“If you start with those high standards my hope and expectation is that it will make stepping up through the levels just a little bit easier although I have no doubt we have some major challenges ahead. We will be in bigger races riding against more experienced competitors and our resources will come under strain. We will be expected to undertake extra media and commercial activities but at least we have a year of experience at operating at a very high level under our belts
.”

In a funny sort of way by stepping up immediately ONE Pro cycling avoid any possible second season syndrome. If they had stayed essentially as a domestic British team – with the squad they have now amassed – they would be expected to be more and more successful, a big fish in a small pool. But this way they are still the underdogs on the way up, they have brought themselves a second year of grace if you like.

“It is 100% the right decision to be stepping up, we are hugely excited at the prospect,” continues Prior,  “We are waiting on the licence and are going through the application process and everything else, but when that license arrives it’s going to be huge for everybody involved. We have to be realistic though, it will be another very steep learning curve.”

Prior is an interesting mix of laid back and driven which he doesn’t find in the least contradictory. His philosophy is that the best performances come from a happy smiling environment in which everybody is having fun. The actual physical process of flogging yourself on the bike is not always fun but working as a team and winning – and sharing that moment – most certainly is.

“The target I set myself was to create an environment which allows the riders to be the best they can be. Watching the individual riders grow and improve from the beginning of the season to the end of the year, culminating a successful week at the Tour of Britain,  has been extraordinary and a very rewarding process

“There has been some testing personal challenges, but I actually found the switch from player – participant – to manager has been easier than I thought. I suppose the big thing in that respect is that I am couple of steps removed from the actual sporting battle ground if you like. I am not the Director Sportif, I am not the coach, I am a manager who now gets his sporting buzz from trying to establish a culture of sporting excellence in which professional cyclists can flourish.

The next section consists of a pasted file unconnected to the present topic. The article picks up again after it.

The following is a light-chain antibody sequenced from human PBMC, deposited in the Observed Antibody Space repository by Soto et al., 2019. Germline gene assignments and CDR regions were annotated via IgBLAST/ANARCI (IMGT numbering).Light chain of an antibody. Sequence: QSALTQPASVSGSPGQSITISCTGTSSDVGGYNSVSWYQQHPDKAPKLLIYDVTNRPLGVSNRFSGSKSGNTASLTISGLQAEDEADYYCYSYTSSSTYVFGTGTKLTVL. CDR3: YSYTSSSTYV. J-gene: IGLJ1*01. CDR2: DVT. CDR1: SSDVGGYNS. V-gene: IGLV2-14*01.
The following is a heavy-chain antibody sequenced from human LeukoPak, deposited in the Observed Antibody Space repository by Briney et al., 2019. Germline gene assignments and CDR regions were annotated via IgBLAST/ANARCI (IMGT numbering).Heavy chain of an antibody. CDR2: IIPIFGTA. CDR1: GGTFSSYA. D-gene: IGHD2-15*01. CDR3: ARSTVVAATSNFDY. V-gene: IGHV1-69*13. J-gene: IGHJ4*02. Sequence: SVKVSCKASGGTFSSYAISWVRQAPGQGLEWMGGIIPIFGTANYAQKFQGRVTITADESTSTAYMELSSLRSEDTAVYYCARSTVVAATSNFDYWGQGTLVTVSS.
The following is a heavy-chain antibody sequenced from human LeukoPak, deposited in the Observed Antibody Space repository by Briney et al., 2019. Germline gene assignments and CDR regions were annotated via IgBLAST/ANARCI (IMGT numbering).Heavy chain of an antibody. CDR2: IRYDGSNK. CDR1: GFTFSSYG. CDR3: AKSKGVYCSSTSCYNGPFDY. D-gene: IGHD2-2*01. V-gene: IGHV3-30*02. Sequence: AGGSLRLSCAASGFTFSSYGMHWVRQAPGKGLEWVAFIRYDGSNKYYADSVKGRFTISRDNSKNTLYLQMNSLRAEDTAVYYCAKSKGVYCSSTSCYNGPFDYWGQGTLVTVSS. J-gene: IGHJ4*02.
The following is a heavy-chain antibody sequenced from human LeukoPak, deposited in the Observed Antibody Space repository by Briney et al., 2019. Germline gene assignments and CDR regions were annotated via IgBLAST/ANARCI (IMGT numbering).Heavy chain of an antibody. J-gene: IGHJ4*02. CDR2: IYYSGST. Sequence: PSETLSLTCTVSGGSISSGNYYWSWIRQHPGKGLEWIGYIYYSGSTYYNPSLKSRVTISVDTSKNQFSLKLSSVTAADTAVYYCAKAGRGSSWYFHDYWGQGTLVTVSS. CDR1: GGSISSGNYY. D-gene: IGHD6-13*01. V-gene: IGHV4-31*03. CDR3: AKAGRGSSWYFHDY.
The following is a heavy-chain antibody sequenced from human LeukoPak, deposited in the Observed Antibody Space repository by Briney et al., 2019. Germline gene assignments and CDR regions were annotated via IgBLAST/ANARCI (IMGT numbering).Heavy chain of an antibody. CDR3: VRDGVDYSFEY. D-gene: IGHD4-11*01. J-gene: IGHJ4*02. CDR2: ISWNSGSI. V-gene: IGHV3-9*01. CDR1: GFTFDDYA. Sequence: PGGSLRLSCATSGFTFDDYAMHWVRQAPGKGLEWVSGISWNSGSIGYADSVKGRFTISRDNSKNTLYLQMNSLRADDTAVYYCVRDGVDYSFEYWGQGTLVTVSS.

“My message is always ‘guys these are the days and years or your life. Enjoy them.  If you are going to do something special as a sportsman you have to embrace that time because it’s not for ever.’ What I am hoping is that my personal experience in sport can help them take that on board.  That is the bit I am most enjoying”

Prior has no hesitation whatsoever in nominating the Aviva Tour of Britain as his season’s highlight, a week which involved both enjoyment and winning.

“The sportsman in me loved seeing the development of the team from the Tour of Yorkshire in May, to four months later at the Tour of Britain. And I don’t believe that had a huge amount to do with just being fitter, it was everything else.  I could sense a big change in the mentality and belief of being able to perform alongside some of the biggest names in cycling.

“To be competing and then winning two jerseys was very exciting. Pete Williams was brilliant throughout the week but it wasn’t just about Pete, the whole team got together to allow him to have that moment. If one of our guys gets over the line with a jersey we all win.

“It all made for a great final day and party in London although I like to think that even if we hadn’t got those jerseys it would have gone with a swing. The whole idea was simply to cement that bond with fans and enthusiasts, to bring them inside our world for an afternoon, to chew the cud about cycling and enjoy a few beers with the lads after they had finished racing. It felt just right and we will certainly be looking to stage similar events next season.”